Vision Festival X - Day Four, June 17, 2005

John Sharpe By

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The baritone sax introduced the performance alone with fluttering lines interrupted by juddering yawls and interspersed with a delicate tracery of squeals. A brooding atmosphere congealed around the sax with rumbling tympani, dark washes of synthesized noise and bowed bass. Dixon selected his moment to return to centre stage, quieting the band to blow bubbly breath sounds into a mic equipped with a delay so his exhalations reverberated around the hall. Lafkas snatched airy strokes across his strings and Smith rubbed a wetted finger across the tympani skin to produce a resonant squeak.

The piece proceeded amid a meditative calm. Dixon, a painter of sound, carefully placed subdued blurts over the groups subtle dark underpinning, with only occasional pointillistic accents from Smith's vibes or tympani. As Dixon became more emphatic, the group responded: Horenstein essayed a catalogue of baritone squawks and Smith clattered the shells of the tympani. Dixon, listening attentively signalled the keyboards to come forward in the mix as a counterbalance. The performance allowed ample space for sounds to dissipate into silence and timbral contrasts of light against the shade of the predominant bass tonalities of which Dixon is so fond.

Dixon used reverb to striking effect, sending bright trumpet bursts echoing around the hall, then layering deep resonant growls against the decaying echoes. The arco scrapings, baritone flutters, keyboard creaks and vibe clusters blended to form a shifting quilt of sound beneath him. Lafkas was constantly in motion up and down the fretboard, while his bow skated over the strings bringing forth whirring drones. The keyboards were used largely for textural nuance - electronic washes or judders. The performance stood in sharp relief to much of the Festival in its organic pacing, eschewing of pyrotechnics and painterly emphasis on the overall sound, with individual contributions largely subsumed to the greater good. The ambient, submarine sounds of Dixon's music are so sui generis that they transcend jazz idioms and demand to be judged on their own terms.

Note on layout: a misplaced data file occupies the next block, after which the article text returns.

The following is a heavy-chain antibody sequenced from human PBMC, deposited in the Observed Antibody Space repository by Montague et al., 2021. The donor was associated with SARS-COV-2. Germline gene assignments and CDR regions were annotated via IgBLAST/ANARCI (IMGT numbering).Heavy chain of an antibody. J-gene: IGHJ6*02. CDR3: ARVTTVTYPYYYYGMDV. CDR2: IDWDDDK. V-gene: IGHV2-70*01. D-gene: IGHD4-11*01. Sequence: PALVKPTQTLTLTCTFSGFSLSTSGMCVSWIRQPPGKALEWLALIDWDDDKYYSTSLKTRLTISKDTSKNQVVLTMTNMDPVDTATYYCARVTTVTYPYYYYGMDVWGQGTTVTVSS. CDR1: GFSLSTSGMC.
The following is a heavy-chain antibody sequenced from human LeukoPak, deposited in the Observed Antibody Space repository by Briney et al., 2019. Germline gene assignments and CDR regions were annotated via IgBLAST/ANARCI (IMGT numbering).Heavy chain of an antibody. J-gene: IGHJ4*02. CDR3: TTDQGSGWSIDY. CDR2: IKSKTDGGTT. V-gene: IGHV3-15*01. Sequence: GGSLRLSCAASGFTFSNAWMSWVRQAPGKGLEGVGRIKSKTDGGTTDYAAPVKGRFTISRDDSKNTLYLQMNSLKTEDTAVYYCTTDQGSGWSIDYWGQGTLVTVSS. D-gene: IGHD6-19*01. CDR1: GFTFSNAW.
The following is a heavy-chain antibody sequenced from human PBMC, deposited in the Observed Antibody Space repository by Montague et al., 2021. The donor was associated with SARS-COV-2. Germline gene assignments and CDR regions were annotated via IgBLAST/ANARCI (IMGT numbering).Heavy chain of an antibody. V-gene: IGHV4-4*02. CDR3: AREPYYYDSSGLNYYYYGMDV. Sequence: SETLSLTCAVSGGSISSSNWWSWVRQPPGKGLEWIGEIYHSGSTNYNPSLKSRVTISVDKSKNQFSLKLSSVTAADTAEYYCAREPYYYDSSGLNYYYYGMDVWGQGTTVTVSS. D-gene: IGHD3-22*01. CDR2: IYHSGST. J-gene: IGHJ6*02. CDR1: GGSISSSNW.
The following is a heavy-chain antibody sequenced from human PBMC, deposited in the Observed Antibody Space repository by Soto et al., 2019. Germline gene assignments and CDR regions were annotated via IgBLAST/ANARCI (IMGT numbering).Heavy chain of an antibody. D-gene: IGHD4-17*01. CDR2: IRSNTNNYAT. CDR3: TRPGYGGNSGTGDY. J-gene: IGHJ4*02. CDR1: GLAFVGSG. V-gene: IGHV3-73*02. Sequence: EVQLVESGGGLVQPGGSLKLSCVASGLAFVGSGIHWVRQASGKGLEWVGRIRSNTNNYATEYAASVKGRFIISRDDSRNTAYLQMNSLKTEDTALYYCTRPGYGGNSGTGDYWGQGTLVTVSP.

The piece concluded with Dixon alone blowing subterranean growls with the trumpet bell placed over the mic, followed by a litany of farts, blurts and slurs, all with echo, left to disappear into silence. The conclusion was greeted with a standing ovation from the attentive and enthusiastic audience and a delighted Dixon shook hands with all his band before they left the stage.

Eloping with the Sun

The final act of the evening, Eloping With The Sun, featured Joe Morris on guitar and banjo, William Parker on doussn'gouni and sintir and Hamid Drake on frame drum. Already late, they were scheduled to play against a video projected through an arrangement of transparent draperies. However hanging the draperies proved so problematic and time consuming that the three musicians had settled into a small conclave centre stage and started laying down their groove long before the MC, Zero Boy, was given the go-ahead to introduce them.

Parker laid down a bass pattern on sintir (an African three stringed bass lute), embroidered by Drake's hypnotic syncopation, with Morris overlaying accelerating patterns on banjo. Drake intoned an Arabic chant and Morris jacked out a riff as they drifted into a mesmeric trance music, with one or other musician initiating changes in the shifting patterns, but not affecting the timeless groove. At the conclusion of the first piece Morris said this was the first time they had played this music in public, since having recorded their CD.

For the second piece, Morris switched to guitar and Parker picked up his doussn'gouni (an African hunter's guitar). There was less of a flow to this piece until Drake settled into a groove (or rather series of grooves). The music evoked images of a dusty road through an African village, in spite of Morris' sporadic diversions into more overtly jazzy phrasing. At the finale, Drake rubbed his fingers over his drum skin extracting a sweeping brush sound, signalling the close, as they brought the long evening's music to a gradual halt.

Another great night!


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